3. To set this up so that the folder will mount automatically during boot, open a root text editor.
    $ sudo nano /etc/rc.d/mount-shared-folder.sh
    ----------------- script content below
    #!/bin/sh
    # save as /etc/rc.d/mount-shared-folder.sh
    #mounts shared folder
    mount -t vboxsf shared-folder-share-name /home/username/Desktop/shared-folder -o uid=1000,gid=100,exec,rw
    ----------------- script content above
  4. Save and exit. Then run the following commands:
    $ cd /etc/rc.d
    $ sudo chown root:root mount*
    $ sudo chmod a+x mount*
    $ cd rc5.d
    $ sudo ln -s /etc/rc.d/mount-shared-folder.sh S03mount-shared-folder.sh
  5. Save and exit from the text editor, exit the terminal, and reboot. Next time the desktop shared folder link folder appears onscreen, it should be filled with icons from the shared folder, and the available drive space will be that of your host workstation's hard drive. The only requirement for this script is that it run after /etc/rc.d/rc5.d/S02VBOXVFS. So if you find a filename starting VBOXVFS other than S02, make sure that your script filename has a number greater than 02.

Enjoy your shared folders. I would have posted this fix on the VirtualBox forums, where I got one of the hints needed to unravel this problem in advance of the article, if the site registration was working correctly or if the site admins could have been bothered to address the complaints I sent about this issue.

If you try the "right" way, using Start > YaST > System > System Services (runlevels), the GUI will stick the mount command in before the vbox shared folder filesystem is added, and there's no way to fix this error via the GUI.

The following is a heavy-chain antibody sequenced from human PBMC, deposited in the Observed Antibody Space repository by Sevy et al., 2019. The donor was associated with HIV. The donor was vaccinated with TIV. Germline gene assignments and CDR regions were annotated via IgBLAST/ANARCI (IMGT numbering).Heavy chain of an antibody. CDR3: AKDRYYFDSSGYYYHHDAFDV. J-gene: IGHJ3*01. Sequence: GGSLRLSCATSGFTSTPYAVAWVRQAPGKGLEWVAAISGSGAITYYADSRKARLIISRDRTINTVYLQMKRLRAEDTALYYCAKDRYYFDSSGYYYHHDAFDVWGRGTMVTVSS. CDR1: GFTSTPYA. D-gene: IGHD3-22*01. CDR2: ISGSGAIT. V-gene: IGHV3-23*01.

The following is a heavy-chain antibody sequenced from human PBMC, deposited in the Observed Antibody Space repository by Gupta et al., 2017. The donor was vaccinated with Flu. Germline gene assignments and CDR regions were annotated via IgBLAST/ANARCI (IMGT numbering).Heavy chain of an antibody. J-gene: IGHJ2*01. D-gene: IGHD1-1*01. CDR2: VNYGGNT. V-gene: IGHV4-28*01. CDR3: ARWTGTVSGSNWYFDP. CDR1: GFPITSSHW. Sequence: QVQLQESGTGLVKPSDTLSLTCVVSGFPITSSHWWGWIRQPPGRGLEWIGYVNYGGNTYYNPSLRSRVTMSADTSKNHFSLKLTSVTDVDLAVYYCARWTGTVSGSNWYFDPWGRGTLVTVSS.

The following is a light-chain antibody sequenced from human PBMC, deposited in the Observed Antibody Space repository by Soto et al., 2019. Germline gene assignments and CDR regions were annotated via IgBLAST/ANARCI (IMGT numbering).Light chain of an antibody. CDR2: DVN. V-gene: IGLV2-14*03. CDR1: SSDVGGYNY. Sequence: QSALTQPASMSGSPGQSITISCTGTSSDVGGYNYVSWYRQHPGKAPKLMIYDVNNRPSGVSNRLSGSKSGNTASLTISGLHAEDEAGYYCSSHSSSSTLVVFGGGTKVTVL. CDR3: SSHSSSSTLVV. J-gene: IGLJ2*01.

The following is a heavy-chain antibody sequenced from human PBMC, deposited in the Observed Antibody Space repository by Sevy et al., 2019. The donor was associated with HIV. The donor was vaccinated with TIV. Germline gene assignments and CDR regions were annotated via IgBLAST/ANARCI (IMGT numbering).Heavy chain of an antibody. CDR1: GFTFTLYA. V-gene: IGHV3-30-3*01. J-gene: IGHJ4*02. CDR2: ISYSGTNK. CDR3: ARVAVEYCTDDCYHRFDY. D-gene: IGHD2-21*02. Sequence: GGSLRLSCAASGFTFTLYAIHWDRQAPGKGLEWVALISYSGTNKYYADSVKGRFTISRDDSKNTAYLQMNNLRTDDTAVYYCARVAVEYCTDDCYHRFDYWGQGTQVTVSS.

Here's what happens:

/etc/rc.d/rc5.d/S02vboxvfs

This creates the shared folder filesystem service. The shared filter then has to be mounted. But the GUI stuck it in as first /rc5.d/K12mount and then, when I zapped it and did it over, it put it in as /rc5.d/S01mount, either of which would try to mount the filesystem before the shared folder at /rc5.d/S02vboxvfs exists to the OS.

It worked even in the wrong order, but it took several minutes before the shared folder (on the desktop in the OpenSUSE guest) would actually have my main host workstation's data tree available. I've had more trouble getting shared folders working on OpenSUSE than I had getting SAMBA working. And this will bite anyone, whether end user or programmer, who has to add a script and have it loaded in an order different than the one YaST picks for the user.

Making xVM work with OpenSUSE 11 is far more difficult and tedious than I've found it with other Linux distributions, or even with OpenSolaris 10.

As for stability, it crashed repeatedly in xVM (with no apps running) after being left unattended for a few hours. Here's the error message:

02:17:54.899 ERROR [COM]: aRC=NS_ERROR_FAILURE (0x80004005) aIID={fd443ec1-0006-4f5b-9282-d72760a66916} aComponent={Mouse} aText={Could not send the mouse event to the virtual mouse (VERR_PDM_NO_QUEUE_ITEMS)} aWarning=false, preserve=false.

This took down xVM completely; no guest VM would boot afterward. Configuring the screensaver seems to postpone it, but it still goes down sooner or later.

I've also had the thing shut down more than once via crash in the shutdown script instead of an orderly shutdown. I mention both problems in this section because I don't know whether either problem would have happened when running on a physical machine.